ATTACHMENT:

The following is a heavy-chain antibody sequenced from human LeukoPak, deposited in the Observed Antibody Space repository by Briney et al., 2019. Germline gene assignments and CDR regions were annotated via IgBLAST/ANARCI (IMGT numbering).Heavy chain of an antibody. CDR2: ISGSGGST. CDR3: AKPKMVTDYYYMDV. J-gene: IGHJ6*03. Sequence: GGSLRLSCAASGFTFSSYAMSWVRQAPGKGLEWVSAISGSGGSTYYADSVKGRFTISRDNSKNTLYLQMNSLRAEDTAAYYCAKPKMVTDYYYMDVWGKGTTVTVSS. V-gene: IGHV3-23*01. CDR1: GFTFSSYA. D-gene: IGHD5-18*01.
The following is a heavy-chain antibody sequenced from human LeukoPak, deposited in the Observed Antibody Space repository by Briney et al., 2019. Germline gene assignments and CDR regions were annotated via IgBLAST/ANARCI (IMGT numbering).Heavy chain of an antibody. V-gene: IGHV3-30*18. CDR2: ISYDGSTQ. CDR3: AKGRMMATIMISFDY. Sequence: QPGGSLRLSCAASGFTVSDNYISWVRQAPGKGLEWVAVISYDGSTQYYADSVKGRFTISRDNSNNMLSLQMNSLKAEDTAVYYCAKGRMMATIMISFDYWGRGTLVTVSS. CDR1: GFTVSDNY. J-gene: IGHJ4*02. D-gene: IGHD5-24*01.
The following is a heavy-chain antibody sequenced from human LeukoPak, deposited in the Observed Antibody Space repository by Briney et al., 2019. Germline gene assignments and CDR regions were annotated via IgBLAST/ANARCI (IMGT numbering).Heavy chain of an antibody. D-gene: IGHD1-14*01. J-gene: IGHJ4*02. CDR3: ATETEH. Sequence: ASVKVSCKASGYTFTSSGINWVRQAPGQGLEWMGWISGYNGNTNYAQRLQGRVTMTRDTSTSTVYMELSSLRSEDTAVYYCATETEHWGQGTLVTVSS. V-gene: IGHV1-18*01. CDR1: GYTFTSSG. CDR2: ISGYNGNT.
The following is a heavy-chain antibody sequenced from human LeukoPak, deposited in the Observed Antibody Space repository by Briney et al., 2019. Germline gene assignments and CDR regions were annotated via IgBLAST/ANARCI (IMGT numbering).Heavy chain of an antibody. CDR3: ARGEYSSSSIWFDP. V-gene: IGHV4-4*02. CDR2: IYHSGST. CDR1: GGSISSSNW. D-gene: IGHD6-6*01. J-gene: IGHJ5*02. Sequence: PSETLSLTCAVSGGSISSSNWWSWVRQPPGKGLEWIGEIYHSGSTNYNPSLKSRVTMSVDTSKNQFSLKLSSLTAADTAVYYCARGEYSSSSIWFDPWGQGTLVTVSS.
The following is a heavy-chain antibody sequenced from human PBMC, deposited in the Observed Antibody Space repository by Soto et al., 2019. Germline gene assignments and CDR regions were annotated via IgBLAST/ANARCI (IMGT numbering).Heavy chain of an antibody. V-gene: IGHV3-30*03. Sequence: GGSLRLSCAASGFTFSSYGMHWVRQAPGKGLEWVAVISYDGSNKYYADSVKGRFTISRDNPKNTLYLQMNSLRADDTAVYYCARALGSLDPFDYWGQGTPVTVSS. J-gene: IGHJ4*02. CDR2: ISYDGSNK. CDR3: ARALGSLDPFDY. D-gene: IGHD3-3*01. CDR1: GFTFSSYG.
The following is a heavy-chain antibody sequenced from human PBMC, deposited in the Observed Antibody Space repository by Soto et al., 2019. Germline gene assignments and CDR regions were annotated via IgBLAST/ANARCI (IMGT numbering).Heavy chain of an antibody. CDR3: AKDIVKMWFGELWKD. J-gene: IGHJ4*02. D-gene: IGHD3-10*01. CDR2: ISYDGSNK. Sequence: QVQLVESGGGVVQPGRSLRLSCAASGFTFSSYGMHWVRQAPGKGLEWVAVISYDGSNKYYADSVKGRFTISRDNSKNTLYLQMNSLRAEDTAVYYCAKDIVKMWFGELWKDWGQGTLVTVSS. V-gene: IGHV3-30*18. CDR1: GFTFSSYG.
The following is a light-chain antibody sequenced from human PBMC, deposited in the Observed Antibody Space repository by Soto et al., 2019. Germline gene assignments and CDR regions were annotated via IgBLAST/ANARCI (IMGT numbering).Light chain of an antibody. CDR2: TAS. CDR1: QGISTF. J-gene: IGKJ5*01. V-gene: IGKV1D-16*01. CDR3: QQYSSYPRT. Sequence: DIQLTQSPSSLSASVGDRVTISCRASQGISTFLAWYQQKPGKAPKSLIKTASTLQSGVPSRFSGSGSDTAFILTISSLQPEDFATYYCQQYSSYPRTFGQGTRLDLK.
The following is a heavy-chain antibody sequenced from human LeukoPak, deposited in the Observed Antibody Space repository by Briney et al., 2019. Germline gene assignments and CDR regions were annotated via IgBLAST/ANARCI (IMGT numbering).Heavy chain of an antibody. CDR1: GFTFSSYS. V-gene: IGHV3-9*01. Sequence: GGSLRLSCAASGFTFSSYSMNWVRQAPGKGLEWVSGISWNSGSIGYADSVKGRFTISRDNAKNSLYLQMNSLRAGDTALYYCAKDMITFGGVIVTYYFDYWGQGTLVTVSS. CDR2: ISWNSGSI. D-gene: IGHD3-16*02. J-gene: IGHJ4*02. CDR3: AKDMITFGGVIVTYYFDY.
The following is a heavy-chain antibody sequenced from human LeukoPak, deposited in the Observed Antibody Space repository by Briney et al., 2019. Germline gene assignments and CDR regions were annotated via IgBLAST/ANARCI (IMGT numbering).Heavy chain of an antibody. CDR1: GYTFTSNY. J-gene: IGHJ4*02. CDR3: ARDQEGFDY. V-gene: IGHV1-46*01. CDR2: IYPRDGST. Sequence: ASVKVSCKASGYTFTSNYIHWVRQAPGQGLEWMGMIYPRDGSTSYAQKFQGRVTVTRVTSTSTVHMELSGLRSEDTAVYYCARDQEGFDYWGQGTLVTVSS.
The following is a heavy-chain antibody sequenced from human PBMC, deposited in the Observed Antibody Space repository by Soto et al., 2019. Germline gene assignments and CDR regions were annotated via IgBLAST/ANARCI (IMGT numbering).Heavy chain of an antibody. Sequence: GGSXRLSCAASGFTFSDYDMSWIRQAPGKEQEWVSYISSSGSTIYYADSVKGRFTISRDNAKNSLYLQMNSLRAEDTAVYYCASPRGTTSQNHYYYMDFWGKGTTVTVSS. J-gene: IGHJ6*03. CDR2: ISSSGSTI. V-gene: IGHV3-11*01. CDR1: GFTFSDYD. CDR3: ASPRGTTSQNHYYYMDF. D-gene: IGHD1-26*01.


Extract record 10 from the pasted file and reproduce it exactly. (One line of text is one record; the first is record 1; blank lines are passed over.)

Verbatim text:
The following is a heavy-chain antibody sequenced from human PBMC, deposited in the Observed Antibody Space repository by Soto et al., 2019. Germline gene assignments and CDR regions were annotated via IgBLAST/ANARCI (IMGT numbering).Heavy chain of an antibody. Sequence: GGSXRLSCAASGFTFSDYDMSWIRQAPGKEQEWVSYISSSGSTIYYADSVKGRFTISRDNAKNSLYLQMNSLRAEDTAVYYCASPRGTTSQNHYYYMDFWGKGTTVTVSS. J-gene: IGHJ6*03. CDR2: ISSSGSTI. V-gene: IGHV3-11*01. CDR1: GFTFSDYD. CDR3: ASPRGTTSQNHYYYMDF. D-gene: IGHD1-26*01.